Propane Heating Safety: Guidelines For Keeping Your Family Safe

Every heating source comes with its dangers. A wood stove increases risk of fire. A gas furnace could mean a gas leak. Similarly, even though propane heating offers a number of great benefits, including cost savings and extended life of your HVAC system, you should learn about the risks and safety precautions you will need to take with this type of heat source. If you follow these guidelines, you should not have to worry about any danger coming to your home and family if you choose propane heating. 

Install A Carbon Monoxide Monitor

CO, or carbon monoxide, binds to your blood cells in place of oxygen. When, this happens, all of the cells in your body are no longer getting the oxygen supply they need to sustain life. Because CO is colorless and does not smell, it is difficult to detect without a monitor. 

Many homeowners already have a CO monitor in their home, because they are highly recommended to improve overall home fire safety. However, if you use propane heating for your household, you will need to be vigilant about making sure that it is working and that it is placed correctly. Burning propane (like burning oil or natural gas) releases carbon monoxide, which is funneled outside of your house, allowing it to dissipate naturally into the environment. If some part of your vents or furnace breaks down or needs to be replaced, a CO detector will help you get your family to safety before anyone is hurt. 

Also, remember to never use portable propane heaters, like those used for camping, indoors. These are not vented like a propane furnace, and will quickly deplete the oxygen supply in your home. 

Learn To Recognize And Respond To Leaks

Propane has a distinct smell, and exists as a gas at room temperature. Like natural gas leaks, propane leaks can be dangerous because they increase the combustibility of the air in which it is dissipated. If you ever smell propane in your home, make sure to get everyone out of the house and to call your heating service to get the leak repaired and the house aired out. If you can, turn off the pilot light in the furnace until the leak is resolved, as this will decrease the chance of fire in the meantime. Turn off or blow out all other open flames and heat sources, including candles or lanterns.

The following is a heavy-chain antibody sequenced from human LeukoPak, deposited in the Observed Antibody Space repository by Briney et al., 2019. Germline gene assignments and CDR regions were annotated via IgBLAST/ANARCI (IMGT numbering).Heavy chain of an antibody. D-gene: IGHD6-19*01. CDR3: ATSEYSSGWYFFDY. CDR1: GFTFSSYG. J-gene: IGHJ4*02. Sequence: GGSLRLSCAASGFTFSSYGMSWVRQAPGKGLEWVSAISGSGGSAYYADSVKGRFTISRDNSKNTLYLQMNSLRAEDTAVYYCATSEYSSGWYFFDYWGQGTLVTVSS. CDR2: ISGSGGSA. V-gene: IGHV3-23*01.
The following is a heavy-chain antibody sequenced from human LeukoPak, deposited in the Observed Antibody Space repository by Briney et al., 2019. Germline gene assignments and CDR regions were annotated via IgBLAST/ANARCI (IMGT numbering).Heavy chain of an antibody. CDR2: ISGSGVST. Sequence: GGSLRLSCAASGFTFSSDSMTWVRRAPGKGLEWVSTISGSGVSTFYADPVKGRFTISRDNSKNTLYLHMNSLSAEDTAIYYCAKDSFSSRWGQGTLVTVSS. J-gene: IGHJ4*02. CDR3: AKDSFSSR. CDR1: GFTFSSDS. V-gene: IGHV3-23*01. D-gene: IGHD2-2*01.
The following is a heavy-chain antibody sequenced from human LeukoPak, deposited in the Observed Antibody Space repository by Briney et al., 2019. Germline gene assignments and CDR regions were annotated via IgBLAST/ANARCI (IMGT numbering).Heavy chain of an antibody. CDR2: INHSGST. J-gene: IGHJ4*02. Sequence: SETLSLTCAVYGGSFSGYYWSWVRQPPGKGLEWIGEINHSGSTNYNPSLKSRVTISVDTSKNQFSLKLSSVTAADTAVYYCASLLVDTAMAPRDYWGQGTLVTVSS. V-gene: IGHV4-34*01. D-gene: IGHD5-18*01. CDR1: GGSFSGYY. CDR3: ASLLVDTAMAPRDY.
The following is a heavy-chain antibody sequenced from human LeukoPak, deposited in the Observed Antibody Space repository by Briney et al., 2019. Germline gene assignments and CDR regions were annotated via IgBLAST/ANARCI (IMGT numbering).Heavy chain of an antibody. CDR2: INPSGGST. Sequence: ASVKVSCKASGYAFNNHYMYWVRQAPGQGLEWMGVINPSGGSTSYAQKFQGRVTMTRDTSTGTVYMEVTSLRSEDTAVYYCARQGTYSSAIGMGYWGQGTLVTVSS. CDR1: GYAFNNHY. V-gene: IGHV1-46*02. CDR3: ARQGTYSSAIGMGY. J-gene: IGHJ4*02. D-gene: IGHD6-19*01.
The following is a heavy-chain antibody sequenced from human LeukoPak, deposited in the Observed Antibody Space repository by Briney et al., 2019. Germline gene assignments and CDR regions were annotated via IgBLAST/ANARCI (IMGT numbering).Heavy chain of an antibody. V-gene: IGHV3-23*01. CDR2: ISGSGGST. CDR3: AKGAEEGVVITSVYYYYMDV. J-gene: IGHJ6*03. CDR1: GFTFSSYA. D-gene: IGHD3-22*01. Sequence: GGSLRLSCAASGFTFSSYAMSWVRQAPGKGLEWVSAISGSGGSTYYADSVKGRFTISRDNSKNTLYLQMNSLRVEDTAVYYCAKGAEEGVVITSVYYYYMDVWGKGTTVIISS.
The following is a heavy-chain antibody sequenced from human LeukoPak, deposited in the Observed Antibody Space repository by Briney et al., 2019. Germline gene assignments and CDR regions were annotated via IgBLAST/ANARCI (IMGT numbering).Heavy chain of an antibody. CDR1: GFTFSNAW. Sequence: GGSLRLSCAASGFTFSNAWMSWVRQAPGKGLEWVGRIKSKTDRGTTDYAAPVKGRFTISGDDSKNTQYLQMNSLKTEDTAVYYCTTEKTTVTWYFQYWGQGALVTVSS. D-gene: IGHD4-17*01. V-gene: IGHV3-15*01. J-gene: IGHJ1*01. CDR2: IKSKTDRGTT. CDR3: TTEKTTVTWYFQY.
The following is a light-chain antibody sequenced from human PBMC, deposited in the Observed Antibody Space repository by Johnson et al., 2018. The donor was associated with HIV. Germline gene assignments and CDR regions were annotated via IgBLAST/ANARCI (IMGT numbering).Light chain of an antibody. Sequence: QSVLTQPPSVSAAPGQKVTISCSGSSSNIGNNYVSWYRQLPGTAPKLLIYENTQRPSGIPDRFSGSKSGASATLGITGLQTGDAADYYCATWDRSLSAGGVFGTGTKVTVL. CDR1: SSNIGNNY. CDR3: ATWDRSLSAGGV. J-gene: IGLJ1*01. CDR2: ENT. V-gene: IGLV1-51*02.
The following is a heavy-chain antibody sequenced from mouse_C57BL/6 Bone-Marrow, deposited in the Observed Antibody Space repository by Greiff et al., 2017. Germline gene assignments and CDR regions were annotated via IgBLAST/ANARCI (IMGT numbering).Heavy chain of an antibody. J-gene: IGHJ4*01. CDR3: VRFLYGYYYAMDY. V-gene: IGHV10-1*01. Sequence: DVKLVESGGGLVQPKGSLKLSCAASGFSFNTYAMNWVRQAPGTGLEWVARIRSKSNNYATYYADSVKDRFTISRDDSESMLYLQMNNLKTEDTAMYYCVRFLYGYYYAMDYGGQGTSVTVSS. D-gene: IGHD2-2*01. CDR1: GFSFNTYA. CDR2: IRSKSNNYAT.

If someone in your family has been breathing in propane gas for an extended period of time due to a leak, you should also have them checked by a doctor. Extreme amounts of propane can cause propane poisoning. The symptoms of poisoning include difficulty breathing, coughing, burning in the throat, fainting, nausea and weakness. However, you should know that propane dissipates easily into the air, and so injuries from propane poisoning are not common. 

Keep Children Away From Stored Propane

Propane is stored at a high pressure and low temperature as a liquid. It is very cold, and touching liquid propane, or even the hoses that move it to the furnace, can result in severe frostbite. Teach children to stay away from propane tanks. If the tanks are large, discourage climbing or interfering. You can lock several smaller tanks together to prevent anyone from moving them. Do everything you can to prevent tanks from getting punctured or dropped. Usually, home fuel tanks are too heavy to move without a machine, for both safety and practical reasons. 

As you can see, no heating system comes risk free. The best way to enjoy all the benefits of propane is to make sure you keep your system maintained and to be aware and prepared for the dangers. You can learn more here about propane heating.

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